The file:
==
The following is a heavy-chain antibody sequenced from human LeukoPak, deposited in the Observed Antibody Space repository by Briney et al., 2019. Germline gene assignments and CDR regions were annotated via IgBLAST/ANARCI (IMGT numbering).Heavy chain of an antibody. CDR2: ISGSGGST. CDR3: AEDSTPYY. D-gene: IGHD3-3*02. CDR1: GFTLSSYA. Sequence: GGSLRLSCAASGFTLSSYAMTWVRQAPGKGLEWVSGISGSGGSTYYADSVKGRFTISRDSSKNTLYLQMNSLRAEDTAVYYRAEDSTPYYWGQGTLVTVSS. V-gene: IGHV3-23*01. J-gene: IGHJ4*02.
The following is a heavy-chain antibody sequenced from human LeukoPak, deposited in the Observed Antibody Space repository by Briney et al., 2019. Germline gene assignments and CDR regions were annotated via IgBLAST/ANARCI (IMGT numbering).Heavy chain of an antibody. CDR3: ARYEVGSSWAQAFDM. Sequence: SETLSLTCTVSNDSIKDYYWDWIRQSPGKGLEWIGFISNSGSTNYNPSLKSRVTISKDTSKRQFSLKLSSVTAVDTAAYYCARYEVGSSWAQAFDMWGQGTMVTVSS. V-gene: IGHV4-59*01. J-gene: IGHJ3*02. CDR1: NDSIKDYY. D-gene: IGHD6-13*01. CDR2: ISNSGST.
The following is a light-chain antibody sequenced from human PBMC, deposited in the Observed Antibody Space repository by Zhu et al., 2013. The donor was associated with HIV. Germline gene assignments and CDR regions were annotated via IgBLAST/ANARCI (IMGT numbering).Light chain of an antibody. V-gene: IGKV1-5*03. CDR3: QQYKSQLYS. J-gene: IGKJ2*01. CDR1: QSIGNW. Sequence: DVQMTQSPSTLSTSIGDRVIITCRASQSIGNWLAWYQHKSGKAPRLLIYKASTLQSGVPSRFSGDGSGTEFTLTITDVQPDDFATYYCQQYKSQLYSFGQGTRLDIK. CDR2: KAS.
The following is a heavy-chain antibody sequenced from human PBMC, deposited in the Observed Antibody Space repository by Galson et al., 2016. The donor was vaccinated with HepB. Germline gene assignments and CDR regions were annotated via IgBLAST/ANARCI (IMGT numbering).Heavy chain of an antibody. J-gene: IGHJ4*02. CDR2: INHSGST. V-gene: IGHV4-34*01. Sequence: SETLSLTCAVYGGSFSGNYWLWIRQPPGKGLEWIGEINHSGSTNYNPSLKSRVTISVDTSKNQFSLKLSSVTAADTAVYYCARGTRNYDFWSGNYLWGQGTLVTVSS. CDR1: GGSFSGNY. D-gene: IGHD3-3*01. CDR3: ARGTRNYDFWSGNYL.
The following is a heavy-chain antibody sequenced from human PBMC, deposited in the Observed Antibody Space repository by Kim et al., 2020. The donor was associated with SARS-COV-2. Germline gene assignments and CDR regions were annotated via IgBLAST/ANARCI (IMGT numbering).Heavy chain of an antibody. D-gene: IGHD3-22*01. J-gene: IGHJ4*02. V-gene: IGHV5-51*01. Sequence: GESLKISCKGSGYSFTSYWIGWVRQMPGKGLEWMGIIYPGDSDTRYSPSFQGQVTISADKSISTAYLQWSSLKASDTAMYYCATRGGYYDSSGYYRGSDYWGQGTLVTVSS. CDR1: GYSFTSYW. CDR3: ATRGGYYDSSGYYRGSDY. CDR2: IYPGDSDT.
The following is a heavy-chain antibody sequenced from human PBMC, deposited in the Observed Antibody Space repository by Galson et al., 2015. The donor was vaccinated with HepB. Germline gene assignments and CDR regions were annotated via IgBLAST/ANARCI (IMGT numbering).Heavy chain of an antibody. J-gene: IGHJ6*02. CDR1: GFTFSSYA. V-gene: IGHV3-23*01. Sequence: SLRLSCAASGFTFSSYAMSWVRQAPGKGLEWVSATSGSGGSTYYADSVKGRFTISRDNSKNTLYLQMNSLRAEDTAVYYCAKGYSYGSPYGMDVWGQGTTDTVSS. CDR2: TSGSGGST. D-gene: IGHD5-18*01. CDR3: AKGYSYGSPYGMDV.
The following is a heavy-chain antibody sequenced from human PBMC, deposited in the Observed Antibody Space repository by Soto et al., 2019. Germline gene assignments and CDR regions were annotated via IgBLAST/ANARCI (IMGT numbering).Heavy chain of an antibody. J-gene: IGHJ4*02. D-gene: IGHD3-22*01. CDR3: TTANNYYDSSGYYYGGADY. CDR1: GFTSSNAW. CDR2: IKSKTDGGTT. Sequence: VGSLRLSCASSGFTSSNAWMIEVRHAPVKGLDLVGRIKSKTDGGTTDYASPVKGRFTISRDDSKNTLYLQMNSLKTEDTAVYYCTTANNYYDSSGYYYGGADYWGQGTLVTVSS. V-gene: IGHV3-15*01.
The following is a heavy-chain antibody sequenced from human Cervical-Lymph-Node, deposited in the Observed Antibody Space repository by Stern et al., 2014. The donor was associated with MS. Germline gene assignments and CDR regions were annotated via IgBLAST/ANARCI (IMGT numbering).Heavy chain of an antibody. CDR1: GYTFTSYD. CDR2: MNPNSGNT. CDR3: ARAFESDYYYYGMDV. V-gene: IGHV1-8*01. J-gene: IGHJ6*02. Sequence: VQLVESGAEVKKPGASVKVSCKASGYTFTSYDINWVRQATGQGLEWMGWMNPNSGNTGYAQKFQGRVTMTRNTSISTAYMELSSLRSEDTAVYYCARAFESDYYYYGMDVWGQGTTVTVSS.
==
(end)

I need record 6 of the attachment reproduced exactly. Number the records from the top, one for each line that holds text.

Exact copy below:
The following is a heavy-chain antibody sequenced from human PBMC, deposited in the Observed Antibody Space repository by Galson et al., 2015. The donor was vaccinated with HepB. Germline gene assignments and CDR regions were annotated via IgBLAST/ANARCI (IMGT numbering).Heavy chain of an antibody. J-gene: IGHJ6*02. CDR1: GFTFSSYA. V-gene: IGHV3-23*01. Sequence: SLRLSCAASGFTFSSYAMSWVRQAPGKGLEWVSATSGSGGSTYYADSVKGRFTISRDNSKNTLYLQMNSLRAEDTAVYYCAKGYSYGSPYGMDVWGQGTTDTVSS. CDR2: TSGSGGST. D-gene: IGHD5-18*01. CDR3: AKGYSYGSPYGMDV.